Do you know D.C.?
Get our free newsletter to stay in the know about local D.C.
Credit: I need to know: Are vampires susceptible to blood-borne diseases? Especially STDs such as AIDS or herpes? I’m considering a transition in lifestyle and have narrowed it down to vampire or pirate. So will my poison be blood or rum? —Daniel Lancaster
Man, I miss the good old days, when all you needed to go alternative was some tattoos.
The first thing to know is, blood isn’t needed to spread most sexually transmitted diseases; the main requirement is (duh) sex. Take herpes. According to the Centers for Disease Control, the different strains are spread to varying degrees by mucosal, genital, or oral secretions, often during sex or the buildup thereto. Since by all accounts vampires are constantly getting it on, you’ll be putting yourself in the crosshairs of all sorts of microbes: syphilis, gonorrhea, chlamydia, HIV, and hepatitises B and C. There are also non-sexually transmitted diseases to watch out for, like malaria or West Nile virus, both of which can be spread by a tainted blood transfusion.
So yes, at first glance vampirism would appear to be a high-risk lifestyle. Beyond that, however, it’s difficult to offer much guidance owing to a lack of agreement in the folklore and among modern authors about how the whole vampire thing works. Blood consumption methods, for example, range from the traditional twin punctures in the jugular to tearing the victim apart like a wild dog. The latter isn’t behavior we encourage, however, and we’ll speak of it no more.
One gathers that typically the blood is swallowed and winds up in the vampire’s stomach. The question is what happens next. The stomach is one of the first lines of defense against ingested pathogens, with its fierce acidity killing most bacteria. Does a vampire have stomach acid? The literature is silent on this point. However, given that vampires’ ongoing vitality is contingent on blood intake, they must have a digestive process of some kind, during the workings of which hostile bugs would likely get digested too.
But what if some slip through? That brings us to a larger question: is a vampire susceptible to infection? A review of the overall mythology of vampires (for example, the Anne Rice oeuvre) suggests that, for many, the answer is no—vampires are supernatural creatures and don’t obey the laws of nature. Longtime readers will recognize this as the “he’s Superman” argument, which has vexed your columnist in the past. Nothing against the supernatural, but it forecloses all further discussion, leaving us a half column short.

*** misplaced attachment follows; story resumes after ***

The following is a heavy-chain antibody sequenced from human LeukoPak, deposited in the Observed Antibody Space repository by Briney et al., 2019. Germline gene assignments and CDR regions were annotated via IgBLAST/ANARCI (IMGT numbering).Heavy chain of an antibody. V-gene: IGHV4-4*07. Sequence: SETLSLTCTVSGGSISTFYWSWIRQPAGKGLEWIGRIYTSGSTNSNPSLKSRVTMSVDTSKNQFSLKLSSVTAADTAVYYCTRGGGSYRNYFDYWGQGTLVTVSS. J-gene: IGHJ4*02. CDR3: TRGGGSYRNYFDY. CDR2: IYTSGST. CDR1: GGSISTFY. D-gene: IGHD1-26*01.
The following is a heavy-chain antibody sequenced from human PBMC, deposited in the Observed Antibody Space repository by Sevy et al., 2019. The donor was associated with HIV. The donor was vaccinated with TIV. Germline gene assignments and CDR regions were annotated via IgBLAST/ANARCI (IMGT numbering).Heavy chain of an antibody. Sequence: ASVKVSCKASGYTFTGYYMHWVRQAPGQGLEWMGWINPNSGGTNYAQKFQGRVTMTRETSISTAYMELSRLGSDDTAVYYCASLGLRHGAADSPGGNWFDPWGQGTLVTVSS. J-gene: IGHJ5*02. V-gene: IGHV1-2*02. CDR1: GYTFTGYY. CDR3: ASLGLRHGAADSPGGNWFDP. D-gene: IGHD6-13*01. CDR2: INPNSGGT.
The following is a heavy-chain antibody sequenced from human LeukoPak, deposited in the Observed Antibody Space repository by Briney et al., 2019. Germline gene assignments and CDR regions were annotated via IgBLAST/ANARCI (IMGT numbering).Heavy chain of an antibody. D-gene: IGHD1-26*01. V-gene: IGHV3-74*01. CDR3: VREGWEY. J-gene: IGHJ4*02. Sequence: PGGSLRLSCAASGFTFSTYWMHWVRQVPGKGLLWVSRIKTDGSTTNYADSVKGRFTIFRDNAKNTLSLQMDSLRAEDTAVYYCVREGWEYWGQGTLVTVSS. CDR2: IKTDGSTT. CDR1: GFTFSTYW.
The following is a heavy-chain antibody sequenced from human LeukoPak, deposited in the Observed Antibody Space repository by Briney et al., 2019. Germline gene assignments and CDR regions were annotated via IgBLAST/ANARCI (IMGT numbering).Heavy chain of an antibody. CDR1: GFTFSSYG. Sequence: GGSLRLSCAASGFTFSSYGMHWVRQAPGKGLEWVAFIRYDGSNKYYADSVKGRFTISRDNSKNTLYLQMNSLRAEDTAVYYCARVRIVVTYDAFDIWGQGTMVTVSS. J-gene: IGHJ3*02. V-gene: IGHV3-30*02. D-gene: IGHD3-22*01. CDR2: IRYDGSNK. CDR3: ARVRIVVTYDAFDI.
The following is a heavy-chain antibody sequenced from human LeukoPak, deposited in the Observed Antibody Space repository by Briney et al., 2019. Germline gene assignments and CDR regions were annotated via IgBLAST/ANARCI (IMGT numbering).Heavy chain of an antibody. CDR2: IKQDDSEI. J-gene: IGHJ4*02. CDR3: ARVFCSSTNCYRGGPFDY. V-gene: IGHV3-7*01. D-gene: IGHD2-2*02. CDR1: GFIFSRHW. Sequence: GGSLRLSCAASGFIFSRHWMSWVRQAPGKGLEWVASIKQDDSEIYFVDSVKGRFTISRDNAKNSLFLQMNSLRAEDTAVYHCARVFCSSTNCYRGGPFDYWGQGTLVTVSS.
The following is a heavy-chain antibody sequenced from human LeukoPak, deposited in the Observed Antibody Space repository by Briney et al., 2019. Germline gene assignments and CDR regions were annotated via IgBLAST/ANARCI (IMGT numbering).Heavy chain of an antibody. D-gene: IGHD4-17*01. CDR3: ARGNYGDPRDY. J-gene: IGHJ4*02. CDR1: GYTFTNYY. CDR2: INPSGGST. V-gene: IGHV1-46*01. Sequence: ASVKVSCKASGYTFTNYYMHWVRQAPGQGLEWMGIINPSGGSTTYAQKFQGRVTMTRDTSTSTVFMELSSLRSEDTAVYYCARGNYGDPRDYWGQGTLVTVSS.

Instead, let’s be scientific. We’ve known since Bram Stoker’s day that a vampire’s body temperature is much lower than a normal human’s (owing to the body’s being basically dead), and human diseases survive better under normal human conditions. We also know the body isn’t subject to the usual processes of decay and constitutes an effectively sterile environment, inhospitable to germs. For example, in the Buffy the Vampire Slayer series, Darla, a 17th-century prostitute dying of syphilis, has her illness go dormant after she’s turned into a vampire, only to see it return with a vengeance upon being un-vamped.
Another point to consider is that since a vampire isn’t technically alive, its cells presumably don’t divide. That means a virus can’t hijack the cell reproduction cycle and spread—more good news for the would-be undead.
At least one source says vampires can get sick. In Charlaine Harris’s Sookie Stackhouse novels, vampires are at risk of contracting “Sino-AIDS,” a fictional malady that can incapacitate or kill them. For the TV adaptation, True Blood, the scriptwriters evidently felt that a Chinese strain of AIDS made a less-than-ideal plot device and replaced it with hepatitis D, an actual virus that for purposes of the show is harmless to its human carriers but lays vampires low. The keen observer will recognize this for what it is: the kryptonite gambit, another shameless borrowing from Superman. I ignored the last one, and I’ll ignore this one too.
Perhaps you don’t care about storybook vampires, though. You want to be a real (that is, fake) vampire, namely one of those ubergoth wannabes haunting high school halls and shopping malls. Practitioners of bloodplay, or drinking blood, can definitely catch diseases, and aficionados advise regular blood testing, monogamy, and avoidance of risky pre-dining activities such as, believe it or not, tooth brushing or flossing, since these may cause abrasions through which a blood-borne pathogen may invade.
So which is it, vampire or pirate? Tough call. Either way you get to wear flashy clothes, talk with a funny accent, indulge in binge drinking, and make women swoon. My suggestion? Do both—be a bloodsucking pirate. Granted, Johnny Depp has the Hollywood end of this sewn up. But you can always get a job at an investment bank. —Cecil Adams
Have something you need to get straight? Take it up with Cecil at straightdope.com.